December 9, 2021

North Carolina Wants to Import More Elk

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The Great Smokey Mountains National Parks has requested from the North Carolina Wildlife Resources Commission, permission to import 30 more elk from herds in Kentucky. These would be added to the already 52 elk in the Cataloochee Valley.

The 52 elk were part of an elk restoration project that began in 2001 but was put on hold out of fear of spreading Chronic Wasting Disease. The only known way of positively testing animals for CWD is when they are dead, so it remains impossible to know whether a live animal is contaminated.

There are provisions in the wildlife regulations that would allow the Commission to make an exception to a rule banning the importation of cervids (deer, elk and related species). To do that two major criteria would have to be met.

1. The land and area between where the animals would come from in Kentucky and their final destination was clearly free of CWD.

2. The current elk herd in the Park would have to be in imminent danger of dying off without further importation.

There are no reports available that would indicate that the present elk herd is in danger of dying off. If that is the case and the above conditions are solid guidelines, then I can only assume that importing elk isn’t going to happen.

If we have not been told about the failing condition of the herd, if that is the case, then we need to know what is the reason for the herd depleting.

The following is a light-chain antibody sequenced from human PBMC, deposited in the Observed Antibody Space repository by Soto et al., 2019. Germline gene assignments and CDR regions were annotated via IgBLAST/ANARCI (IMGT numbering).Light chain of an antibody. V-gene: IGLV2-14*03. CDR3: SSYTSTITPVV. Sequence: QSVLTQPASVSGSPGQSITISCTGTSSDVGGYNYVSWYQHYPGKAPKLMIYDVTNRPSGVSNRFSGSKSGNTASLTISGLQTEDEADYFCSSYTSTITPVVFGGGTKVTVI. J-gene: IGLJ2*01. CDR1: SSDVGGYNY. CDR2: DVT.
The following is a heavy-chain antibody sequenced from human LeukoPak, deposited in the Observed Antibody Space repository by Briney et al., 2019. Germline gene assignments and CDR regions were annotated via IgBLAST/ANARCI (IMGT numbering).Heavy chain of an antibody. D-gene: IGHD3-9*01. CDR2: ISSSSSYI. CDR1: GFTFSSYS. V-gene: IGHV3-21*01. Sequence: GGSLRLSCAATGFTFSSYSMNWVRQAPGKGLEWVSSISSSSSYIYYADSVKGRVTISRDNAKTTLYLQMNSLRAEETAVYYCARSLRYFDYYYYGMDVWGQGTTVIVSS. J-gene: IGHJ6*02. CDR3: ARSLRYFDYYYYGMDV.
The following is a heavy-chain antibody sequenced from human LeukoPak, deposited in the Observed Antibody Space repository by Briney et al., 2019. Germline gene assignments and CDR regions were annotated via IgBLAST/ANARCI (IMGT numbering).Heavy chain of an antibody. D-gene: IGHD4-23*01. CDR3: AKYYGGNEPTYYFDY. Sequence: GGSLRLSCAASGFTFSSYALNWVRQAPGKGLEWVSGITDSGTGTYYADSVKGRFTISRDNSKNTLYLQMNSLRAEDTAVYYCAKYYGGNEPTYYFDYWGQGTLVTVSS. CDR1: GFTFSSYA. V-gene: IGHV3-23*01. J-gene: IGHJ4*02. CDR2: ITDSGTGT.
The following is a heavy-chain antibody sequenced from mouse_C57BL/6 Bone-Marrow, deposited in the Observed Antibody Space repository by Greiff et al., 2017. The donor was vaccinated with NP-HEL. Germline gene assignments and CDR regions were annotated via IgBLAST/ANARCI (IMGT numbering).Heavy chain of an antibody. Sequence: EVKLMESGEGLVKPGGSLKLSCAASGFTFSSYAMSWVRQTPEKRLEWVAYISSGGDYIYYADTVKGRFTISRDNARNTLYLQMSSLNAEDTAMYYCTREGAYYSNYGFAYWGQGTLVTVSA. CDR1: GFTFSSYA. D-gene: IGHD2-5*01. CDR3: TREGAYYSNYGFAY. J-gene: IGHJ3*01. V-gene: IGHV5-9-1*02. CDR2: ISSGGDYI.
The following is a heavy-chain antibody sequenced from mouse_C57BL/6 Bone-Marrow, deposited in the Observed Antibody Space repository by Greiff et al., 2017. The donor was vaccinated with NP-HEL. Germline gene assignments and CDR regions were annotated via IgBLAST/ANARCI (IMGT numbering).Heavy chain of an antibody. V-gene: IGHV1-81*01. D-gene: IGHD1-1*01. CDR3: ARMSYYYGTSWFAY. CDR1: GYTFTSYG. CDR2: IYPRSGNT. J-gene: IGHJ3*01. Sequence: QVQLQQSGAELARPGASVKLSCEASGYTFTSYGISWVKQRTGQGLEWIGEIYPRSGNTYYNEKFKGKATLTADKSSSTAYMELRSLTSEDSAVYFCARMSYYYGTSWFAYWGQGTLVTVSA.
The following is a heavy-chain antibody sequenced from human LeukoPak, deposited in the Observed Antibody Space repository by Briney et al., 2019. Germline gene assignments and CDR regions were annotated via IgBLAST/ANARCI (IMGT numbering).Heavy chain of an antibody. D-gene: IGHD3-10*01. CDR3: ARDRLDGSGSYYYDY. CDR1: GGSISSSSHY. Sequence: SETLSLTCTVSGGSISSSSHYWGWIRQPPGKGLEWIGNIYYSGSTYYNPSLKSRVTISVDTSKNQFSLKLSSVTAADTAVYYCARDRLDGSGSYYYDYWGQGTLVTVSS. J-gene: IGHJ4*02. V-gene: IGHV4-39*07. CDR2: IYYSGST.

I assume the Park just wants to increase the elk population and are in hopes that the Commission can find a way around the guidelines.

Tom Remington

*UPDATE* Under normal circumstances I would not move a readers comments up to the front page of a post but this comment is pertinent to the basis of the story which I wrote about and better explains the reasons for the request to import more elk from Kentucky. A big hat tip to Moosesign.

As one who travels up to see the elk a few times a year and has followed the reintroduction there is a birth rate problem. 75% of all calves that survive are male! I hope NC Wildlife relaxes the rule to allow some more to be added. The plan from all along was to add more once these got settled but CWD and the problems NC had with unlicensed deer farms has put a stop to all of this. Here is a clipping from the latest report on the herd(Oct 2005); To date, we have confirmed the births of 10 calves (3M:5F:2?) from this year and possibly an additional 2–4 calves belonging to cows in more remote areas. Although predation by black bears has resulted in only 2–3 of the 10 confirmed births surviving, these calves are female. While those numbers are disconcerting at first, this calving season has produced more females than each year before. This is very promising considering that approximately 75% of all calves born from 2001–2004 were male.

Since January, we have documented 3 non-calf mortalities; these include a 1.5-year-old bull (#65) from Oconaluftee, a 4-year-old bull (#59) from the White Oak area outside the Park, and a 9-year-old cow (#28) from Cataloochee Valley. All of those deaths appear to have been from natural causes. Again, these numbers are considerably better than 2004 when the project lost a total of 9 elk (3 subadults and 6 adults).
source= http://www.ncelk.org/herd.htm

I did a story about this on my site too and posted a few of my elk photos if folks are interested.
www.illinoiswaters.net
I hope that in my lifetime there will be a huntable population of elk to hunt in NC cause I doubt we’ll see many moose this way.

Please visit Moose’s blog and web site.

Tom Remington

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